Facing flattening enrollments? Alternative student pathways might help.

Demographic projections suggest that the number of high school graduates will fall over the coming decade. Reasonable improvements in college access should keep higher education enrollment growing—but just barely.

Enrollment growth averaged almost 3% annually over the past 15 years but will slow dramatically, with a projected growth rate of just over 1% from 2011 to 2021. It will become impossible for all institutions to meet their growth targets, and many will struggle even to maintain flat enrollment. Already, over a fifth of institutions reported enrollment shortfalls of 10% or more in 2012.

Opportunities for sustainable growth

While traditional, residential undergraduates will still make up the majority of students at most institutions, they alone won't be enough to drive the revenue growth that supported institutional missions over the past 15 years.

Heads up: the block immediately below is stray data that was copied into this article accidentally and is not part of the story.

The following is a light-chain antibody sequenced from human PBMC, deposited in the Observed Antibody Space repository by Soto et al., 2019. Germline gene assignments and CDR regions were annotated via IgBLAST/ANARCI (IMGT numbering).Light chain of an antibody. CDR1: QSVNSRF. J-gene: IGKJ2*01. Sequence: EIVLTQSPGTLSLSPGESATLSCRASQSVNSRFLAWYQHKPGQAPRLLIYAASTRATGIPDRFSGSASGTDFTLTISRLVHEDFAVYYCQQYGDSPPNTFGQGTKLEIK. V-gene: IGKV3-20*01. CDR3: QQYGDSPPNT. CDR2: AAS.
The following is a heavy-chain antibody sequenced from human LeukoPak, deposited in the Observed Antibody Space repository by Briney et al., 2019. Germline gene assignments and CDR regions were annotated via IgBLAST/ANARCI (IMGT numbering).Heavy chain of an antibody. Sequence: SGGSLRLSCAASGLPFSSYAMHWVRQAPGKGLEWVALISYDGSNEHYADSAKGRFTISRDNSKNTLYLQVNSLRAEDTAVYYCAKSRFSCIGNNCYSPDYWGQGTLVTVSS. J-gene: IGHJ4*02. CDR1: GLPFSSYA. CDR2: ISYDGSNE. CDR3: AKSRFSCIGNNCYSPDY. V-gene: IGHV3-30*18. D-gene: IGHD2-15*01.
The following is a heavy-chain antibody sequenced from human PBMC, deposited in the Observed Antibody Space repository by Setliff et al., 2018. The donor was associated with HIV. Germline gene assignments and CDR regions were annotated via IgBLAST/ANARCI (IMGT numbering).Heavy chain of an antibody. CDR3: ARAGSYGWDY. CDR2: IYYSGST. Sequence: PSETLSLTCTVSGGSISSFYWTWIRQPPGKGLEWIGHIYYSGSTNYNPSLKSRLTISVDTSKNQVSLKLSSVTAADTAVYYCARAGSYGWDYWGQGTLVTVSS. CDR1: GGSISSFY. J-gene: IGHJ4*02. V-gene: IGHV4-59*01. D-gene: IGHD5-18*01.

Diversifying the student body and expanding access have always been mission imperatives for higher education. Over the next decade they will become financial imperatives as well.

In particular, four student segments have the potential to support sustainable enrollment growth:

  • International undergraduates
  • Community college transfers
  • Adult-degree completers
  • Professional Master's

Most institutions already serve some or all of these groups to a certain degree, but they will need to significantly enhance their ability to recruit and graduate one or more of these populations.

Pathways to success

These underserved populations are not new, but they've remained marginalized at many institutions because they're considered less prepared and less likely to succeed. This has made it difficult for some institutions to diversify the types of students they serve.

Successful institutions have found that the different needs of these populations can often be met through "pathways" offering an alternative route to a degree. Pathways acknowledge that these students start from a different point and need a unique set of services and pedagogical approaches to be successful.

Rather than redesign the university from scratch, most institutions have added specialized programs to prepare these students for the traditional curriculum.

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